All posts by georgia

A Leaf in our World Book

“In the course of telling our tales, we can discover ourselves by becoming curious about the other struggling human beings with whom we live in the world.”

Sheldon B. Kopp, If You Meet the Buddha on the Road, Kill Him!

With each passing second, the clouds are tinted a little more pink and the light flickering on the surface of the water becomes a little more speckled, the sun’s rays now being filtered through the trees at a thin angle. La loma se acuesta y empieza a soñar del día siguiente – the fields are submitting to sleep, dreaming up tomorrow’s day.

Mamita Flora and I are sprawled on the soft bed of grass lining the little stream that marks the edge of our jardín, the little piece of campo left to her upon her parents’ passing. My eyes cast upward, alighting on the eucalyptus leaves dancing in the breeze above.

“There are a lot of eucalyptus where I’m from, too,” I note aloud. Then remembering Mamita’s presence there with me, I add, “but we don’t build houses with them because they’re not strong like the ones here. My mom tells me it’s because they are different species – the ones in North America are too frail.”

“You and your mom are very close?” — it’s posed as a question, but it feels as if she already knows my answer. I turn and meet her eyes, my smiling ones welling warmly with tears.

“I miss her a lot,” I admit. “I’ve missed the feeling of belonging. I’ve been missing love.” Just two days before we found ourselves settled between blades of grass, the sun kissing our cheeks goodnight, I had met and moved in with Flora’s family: her and her three sons. “My past host family was lovely,” I tell my new Mamita Flora, “but we couldn’t find space within our lives and hearts to share with each other. And so I was left feeling quite alone… and my loneliness evolved into a lackluster, sad sort of living.”

I reflect in the silence that follows on how I’m feeling after only two days with my new family and how different it is from how I had felt within my previous family; although still finding my place within my new hogar and learning what it’s like to have three hermanitos, I had immediately connected with Flora’s vivacious, positive, and adventurous spirit and the values she shares with her sons.

Díme, ¿qué tal fue? ¿Qué pasó?” Flora asks me gently. “Tell me, what was it like? What happened?”

And so I commence my tale, though too it is a tale of the world.

From September until January I lived with an indigenous family in the province of Cañar, named the cultural hub of Ecuador for the peoples’ continued practice and celebration of their pre-Incan Cañari culture and civilization. Living there, I not only experienced some of the cultural traditions that have been passed down for centuries, but also the more recent incursion of American culture and effects of globalization – sometimes within incredibly rural, previously untouched communities. In addition to a boom in Internet access over the past 5 years, emigration (to primarily Spain and the United States) has been instrumental in changing Cañari society. As of the 2001 census, 17,625 people born in the province of Cañar had emigrated – 31% of the national total. Many now reside within United States borders, primarily within New York City, Trenton, Chicago, and Miami.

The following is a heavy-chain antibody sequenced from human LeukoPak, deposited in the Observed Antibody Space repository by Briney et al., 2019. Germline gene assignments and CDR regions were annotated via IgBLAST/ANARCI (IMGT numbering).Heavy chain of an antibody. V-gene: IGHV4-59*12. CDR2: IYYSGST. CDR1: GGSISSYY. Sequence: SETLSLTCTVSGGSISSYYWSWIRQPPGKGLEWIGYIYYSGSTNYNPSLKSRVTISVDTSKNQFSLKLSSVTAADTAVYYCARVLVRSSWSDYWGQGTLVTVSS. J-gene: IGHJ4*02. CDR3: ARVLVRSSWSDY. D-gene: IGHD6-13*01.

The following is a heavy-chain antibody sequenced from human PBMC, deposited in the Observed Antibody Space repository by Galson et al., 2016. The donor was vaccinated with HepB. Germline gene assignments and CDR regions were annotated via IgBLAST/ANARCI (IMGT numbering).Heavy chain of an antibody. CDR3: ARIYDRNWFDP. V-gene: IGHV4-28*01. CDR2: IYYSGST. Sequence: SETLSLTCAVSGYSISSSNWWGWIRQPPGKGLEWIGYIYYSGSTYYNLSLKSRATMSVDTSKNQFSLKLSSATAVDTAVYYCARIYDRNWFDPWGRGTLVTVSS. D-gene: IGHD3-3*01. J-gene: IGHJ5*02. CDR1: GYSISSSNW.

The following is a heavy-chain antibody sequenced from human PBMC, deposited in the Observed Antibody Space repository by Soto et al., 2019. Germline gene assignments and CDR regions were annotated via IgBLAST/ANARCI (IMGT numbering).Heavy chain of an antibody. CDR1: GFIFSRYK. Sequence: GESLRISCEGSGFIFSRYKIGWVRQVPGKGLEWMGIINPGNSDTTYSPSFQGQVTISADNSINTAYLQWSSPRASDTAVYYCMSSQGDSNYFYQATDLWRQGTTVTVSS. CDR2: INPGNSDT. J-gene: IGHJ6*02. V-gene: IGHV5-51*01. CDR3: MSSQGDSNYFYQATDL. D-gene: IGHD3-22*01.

While my previous Cañari host mother still speaks with her mother in Kichwa, the ancient language that unified the Incan empire by way of trade routes, her children and much of their generation now refuse to learn Kichwa and some even renounce their indigenous heritage out of shame. While we roasted cuy (guinea pig, a delicacy) on wood limbs over an open fire for the celebration of Kapak Raymi (the winter solstice), I also worked with our neighbor Lucinda at her salchipapa stand throughout the festivities, vending styrofoam bowls of papas fritas (fries) topped with salchichas (hot dogs) for hours on end. Below abuelita‘s beautiful hand-made poyera skirt, she warms her legs in embroidered polyester socks: “USA” with a multi-colored American flag below.

The parents of my Cañari family, intelligent and driven, both had full time jobs and otherwise heavy schedules, their lives rushing along at a pace and level of exhaustion that felt all too similar to the stressed out, fast-paced culture I intended to distance myself from in coming here. Consequently, they had little time to introduce me to their family and culture, leaving me with the incredibly difficult task of integrating myself into an indigenous community, especially reserved to foreigners – as some propose, a disposition adopted as a consequence of a history full of backstabbing agreements, war, and oppression brought along by outsiders.

Although living with the family in Cañar did not work out, witnessing the manifestation of many Western ideals, as promoted and idealized by the United States’ global empirical presence, weave a thread into the homespun lana of the Cañari people is a learning I will forever cherish and ponder. Talking with so many friends in Cañar, asking their thoughts on migration, I heard that the money brought them bigger, more colorful houses and smart phones and real American-brand clothes, but left their homes empty and broken, often to be pervaded by drugs and alcohol.